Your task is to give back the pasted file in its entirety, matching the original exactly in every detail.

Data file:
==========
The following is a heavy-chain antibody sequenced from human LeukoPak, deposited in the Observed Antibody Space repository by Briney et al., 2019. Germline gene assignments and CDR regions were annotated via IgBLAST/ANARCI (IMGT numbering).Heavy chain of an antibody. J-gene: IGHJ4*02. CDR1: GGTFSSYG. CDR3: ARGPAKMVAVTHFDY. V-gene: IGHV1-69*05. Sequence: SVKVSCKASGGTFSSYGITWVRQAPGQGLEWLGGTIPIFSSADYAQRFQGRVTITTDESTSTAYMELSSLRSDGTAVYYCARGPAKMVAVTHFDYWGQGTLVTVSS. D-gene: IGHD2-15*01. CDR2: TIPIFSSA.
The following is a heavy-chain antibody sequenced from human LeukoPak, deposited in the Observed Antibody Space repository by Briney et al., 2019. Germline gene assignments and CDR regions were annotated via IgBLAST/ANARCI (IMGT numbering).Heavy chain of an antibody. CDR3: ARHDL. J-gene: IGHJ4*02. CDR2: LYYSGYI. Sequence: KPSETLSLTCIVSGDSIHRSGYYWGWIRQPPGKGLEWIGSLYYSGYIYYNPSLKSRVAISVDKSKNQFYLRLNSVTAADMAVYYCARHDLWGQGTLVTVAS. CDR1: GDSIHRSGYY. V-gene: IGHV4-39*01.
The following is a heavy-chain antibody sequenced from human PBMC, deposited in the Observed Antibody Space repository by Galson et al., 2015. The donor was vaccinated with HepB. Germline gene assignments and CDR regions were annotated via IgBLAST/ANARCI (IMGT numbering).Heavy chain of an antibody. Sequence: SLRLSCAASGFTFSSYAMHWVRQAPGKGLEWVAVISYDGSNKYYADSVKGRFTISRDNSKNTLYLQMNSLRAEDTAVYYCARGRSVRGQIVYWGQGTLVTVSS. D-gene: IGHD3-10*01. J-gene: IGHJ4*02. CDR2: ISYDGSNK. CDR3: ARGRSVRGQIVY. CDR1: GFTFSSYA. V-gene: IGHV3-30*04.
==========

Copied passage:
The following is a heavy-chain antibody sequenced from human LeukoPak, deposited in the Observed Antibody Space repository by Briney et al., 2019. Germline gene assignments and CDR regions were annotated via IgBLAST/ANARCI (IMGT numbering).Heavy chain of an antibody. J-gene: IGHJ4*02. CDR1: GGTFSSYG. CDR3: ARGPAKMVAVTHFDY. V-gene: IGHV1-69*05. Sequence: SVKVSCKASGGTFSSYGITWVRQAPGQGLEWLGGTIPIFSSADYAQRFQGRVTITTDESTSTAYMELSSLRSDGTAVYYCARGPAKMVAVTHFDYWGQGTLVTVSS. D-gene: IGHD2-15*01. CDR2: TIPIFSSA.
The following is a heavy-chain antibody sequenced from human LeukoPak, deposited in the Observed Antibody Space repository by Briney et al., 2019. Germline gene assignments and CDR regions were annotated via IgBLAST/ANARCI (IMGT numbering).Heavy chain of an antibody. CDR3: ARHDL. J-gene: IGHJ4*02. CDR2: LYYSGYI. Sequence: KPSETLSLTCIVSGDSIHRSGYYWGWIRQPPGKGLEWIGSLYYSGYIYYNPSLKSRVAISVDKSKNQFYLRLNSVTAADMAVYYCARHDLWGQGTLVTVAS. CDR1: GDSIHRSGYY. V-gene: IGHV4-39*01.
The following is a heavy-chain antibody sequenced from human PBMC, deposited in the Observed Antibody Space repository by Galson et al., 2015. The donor was vaccinated with HepB. Germline gene assignments and CDR regions were annotated via IgBLAST/ANARCI (IMGT numbering).Heavy chain of an antibody. Sequence: SLRLSCAASGFTFSSYAMHWVRQAPGKGLEWVAVISYDGSNKYYADSVKGRFTISRDNSKNTLYLQMNSLRAEDTAVYYCARGRSVRGQIVYWGQGTLVTVSS. D-gene: IGHD3-10*01. J-gene: IGHJ4*02. CDR2: ISYDGSNK. CDR3: ARGRSVRGQIVY. CDR1: GFTFSSYA. V-gene: IGHV3-30*04.